VANCOUVER, CANADA - DECEMBER 26: Fans of Taylor Hall #4 and Jordan Eberle #14 of the Edmonton Oilers pose for a photo during a stoppage in play during during NHL action against the Vancouver Canucks on December 26, 2011 at Rogers Arena in Vancouver, British Columbia, Canada. (Photo by Rich Lam/Getty Images)
The Oilers' success on the power play in 2011-12 was a surprise to most. The Oilers 20.6% conversion percentage ranked 3rd in the NHL behind Nashville and San Jose. After back-to-back seasons of 17.3% and 14.5%, fans were overjoyed to see a power play that could score consistently.
But even though the Oilers were scoring goals, they weren't generating shots at a regular, or improved, rate with the man advantage and shot rates are an enormous part of power play success.
shots per sixty minutes of 5v4 time on ice and power play success (power play conversion percentage) is extremely strong, with an r^2 = .400 So, given our sample size, 5v4 shots per 60 predicts 40% of power play success.
In the short run, it's possible to have a successful power play without generating shot volume, but it's not a recipe for success. From that same article:
...four teams in the last four years have had a top ten power play by percentage and finished in the bottom ten of the league in shots for per 60 with the man advantage. The teams to pull off this feat were Philadelphia and St. Louis in 2008-09, Minnesota in 2009-10 and St. Louis in 2010-11.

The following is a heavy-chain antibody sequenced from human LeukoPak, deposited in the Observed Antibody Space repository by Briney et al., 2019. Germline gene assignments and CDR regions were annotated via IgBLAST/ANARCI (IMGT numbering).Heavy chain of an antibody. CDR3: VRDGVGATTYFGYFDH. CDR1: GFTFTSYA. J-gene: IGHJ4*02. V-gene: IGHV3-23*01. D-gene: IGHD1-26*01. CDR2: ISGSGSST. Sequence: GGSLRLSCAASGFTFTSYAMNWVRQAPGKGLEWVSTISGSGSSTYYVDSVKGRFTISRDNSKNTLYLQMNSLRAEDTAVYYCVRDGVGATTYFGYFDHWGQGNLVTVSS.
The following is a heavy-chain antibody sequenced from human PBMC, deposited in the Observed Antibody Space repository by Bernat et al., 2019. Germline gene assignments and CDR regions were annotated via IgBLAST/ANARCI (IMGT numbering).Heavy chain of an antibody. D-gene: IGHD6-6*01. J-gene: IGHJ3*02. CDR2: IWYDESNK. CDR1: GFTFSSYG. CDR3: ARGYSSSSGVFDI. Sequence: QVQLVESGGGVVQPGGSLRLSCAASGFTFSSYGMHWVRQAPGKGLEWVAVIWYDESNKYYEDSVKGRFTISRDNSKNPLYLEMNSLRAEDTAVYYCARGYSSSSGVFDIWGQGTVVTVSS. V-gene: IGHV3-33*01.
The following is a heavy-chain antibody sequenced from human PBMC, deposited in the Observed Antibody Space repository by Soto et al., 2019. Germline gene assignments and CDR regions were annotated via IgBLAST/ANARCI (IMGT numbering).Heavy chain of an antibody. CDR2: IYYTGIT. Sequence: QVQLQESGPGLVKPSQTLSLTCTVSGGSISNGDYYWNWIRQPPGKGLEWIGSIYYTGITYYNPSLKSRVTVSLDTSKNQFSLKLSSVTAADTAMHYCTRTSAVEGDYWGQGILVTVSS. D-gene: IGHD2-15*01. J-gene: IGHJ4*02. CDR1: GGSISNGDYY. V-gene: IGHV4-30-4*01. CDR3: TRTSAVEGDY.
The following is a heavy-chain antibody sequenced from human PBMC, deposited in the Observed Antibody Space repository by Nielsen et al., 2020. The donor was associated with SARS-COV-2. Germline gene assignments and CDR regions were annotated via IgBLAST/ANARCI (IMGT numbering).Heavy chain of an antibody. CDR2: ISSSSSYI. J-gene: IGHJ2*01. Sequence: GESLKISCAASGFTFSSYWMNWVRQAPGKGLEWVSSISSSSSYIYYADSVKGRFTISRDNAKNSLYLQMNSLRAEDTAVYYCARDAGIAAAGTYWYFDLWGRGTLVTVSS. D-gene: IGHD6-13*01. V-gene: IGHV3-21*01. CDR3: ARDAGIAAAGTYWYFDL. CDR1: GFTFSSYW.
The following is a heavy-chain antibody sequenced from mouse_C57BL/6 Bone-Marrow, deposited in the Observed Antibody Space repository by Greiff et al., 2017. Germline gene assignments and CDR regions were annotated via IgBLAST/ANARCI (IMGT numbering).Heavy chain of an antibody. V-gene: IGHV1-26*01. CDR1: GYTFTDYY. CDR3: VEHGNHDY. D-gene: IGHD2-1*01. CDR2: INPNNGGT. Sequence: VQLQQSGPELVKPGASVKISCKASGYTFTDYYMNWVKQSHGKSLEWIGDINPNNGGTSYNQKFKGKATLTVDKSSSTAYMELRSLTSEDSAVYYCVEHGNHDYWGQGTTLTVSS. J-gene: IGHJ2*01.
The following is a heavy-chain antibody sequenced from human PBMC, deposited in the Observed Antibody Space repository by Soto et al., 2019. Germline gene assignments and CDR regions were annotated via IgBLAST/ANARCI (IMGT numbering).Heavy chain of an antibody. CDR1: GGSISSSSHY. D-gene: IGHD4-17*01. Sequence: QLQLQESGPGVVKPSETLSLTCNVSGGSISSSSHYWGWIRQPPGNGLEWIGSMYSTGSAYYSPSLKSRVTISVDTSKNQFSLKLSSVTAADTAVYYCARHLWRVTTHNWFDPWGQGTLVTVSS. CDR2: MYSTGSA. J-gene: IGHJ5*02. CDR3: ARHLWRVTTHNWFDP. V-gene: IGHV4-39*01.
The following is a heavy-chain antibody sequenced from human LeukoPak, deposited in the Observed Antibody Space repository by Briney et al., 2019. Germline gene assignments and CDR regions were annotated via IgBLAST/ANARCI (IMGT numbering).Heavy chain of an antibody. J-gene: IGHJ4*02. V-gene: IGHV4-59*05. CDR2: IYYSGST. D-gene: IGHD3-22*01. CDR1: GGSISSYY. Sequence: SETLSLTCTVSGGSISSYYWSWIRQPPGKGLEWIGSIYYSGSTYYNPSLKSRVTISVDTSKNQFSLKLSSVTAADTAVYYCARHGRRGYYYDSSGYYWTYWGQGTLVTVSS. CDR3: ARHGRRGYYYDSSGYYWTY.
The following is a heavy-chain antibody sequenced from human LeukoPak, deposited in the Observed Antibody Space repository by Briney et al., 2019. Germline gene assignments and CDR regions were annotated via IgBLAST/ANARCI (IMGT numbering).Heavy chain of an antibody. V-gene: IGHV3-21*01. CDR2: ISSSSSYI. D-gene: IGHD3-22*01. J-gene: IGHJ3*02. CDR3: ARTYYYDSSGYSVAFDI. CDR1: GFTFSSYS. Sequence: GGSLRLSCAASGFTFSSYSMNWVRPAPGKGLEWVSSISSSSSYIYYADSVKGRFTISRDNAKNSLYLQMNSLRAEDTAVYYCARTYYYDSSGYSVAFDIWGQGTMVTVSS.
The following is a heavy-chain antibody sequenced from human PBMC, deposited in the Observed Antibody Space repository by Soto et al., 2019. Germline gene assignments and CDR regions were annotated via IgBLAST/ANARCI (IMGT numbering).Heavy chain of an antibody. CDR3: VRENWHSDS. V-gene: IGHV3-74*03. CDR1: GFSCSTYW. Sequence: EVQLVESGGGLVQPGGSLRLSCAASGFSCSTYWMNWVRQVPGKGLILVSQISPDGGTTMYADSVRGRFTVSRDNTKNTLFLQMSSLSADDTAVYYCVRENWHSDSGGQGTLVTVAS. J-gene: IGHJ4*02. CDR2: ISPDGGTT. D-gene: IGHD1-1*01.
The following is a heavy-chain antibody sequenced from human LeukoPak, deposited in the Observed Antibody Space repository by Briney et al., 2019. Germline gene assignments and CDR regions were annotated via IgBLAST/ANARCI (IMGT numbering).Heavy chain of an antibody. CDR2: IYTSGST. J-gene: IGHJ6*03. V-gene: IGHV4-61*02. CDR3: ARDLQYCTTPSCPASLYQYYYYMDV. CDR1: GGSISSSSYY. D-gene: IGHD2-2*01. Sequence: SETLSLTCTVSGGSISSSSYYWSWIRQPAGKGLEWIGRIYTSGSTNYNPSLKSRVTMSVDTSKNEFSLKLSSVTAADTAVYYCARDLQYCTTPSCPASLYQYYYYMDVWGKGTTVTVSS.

And now the 2011-12 Oilers. But none of those teams were able to repeat the feat and it's unlikely the Oilers will be able to do so. So shot generation must improve.
"AHA!" say the shot generation critics, "You aren't accounting for quality of shots! Have you seen the sweet, sweet passes the Nuge can make?"
To the scoring chances it is...
All scoring chance data compiled by Dennis King at MC79hockey.com.
The Oilers shots per 60 hit a three-year high, but they still ranked just 26th in the NHL. Unfortunately, the chances didn't quite reach a three-year high, though they were better than last year's abysmal performance. The difference in chances per 2 minutes was an increase of just .05 per power play.
This leaves my imaginary critics in a bind. The shot rates didn't vastly improve and scoring chance generation was mostly flat. Unless the Oilers have power play finishers far superior to the rest of the league (and yes Taylor Hall is wicked from the weak side and Jordan Eberle is magical from the opposite circle), the likely explanation for their conversion success is variance.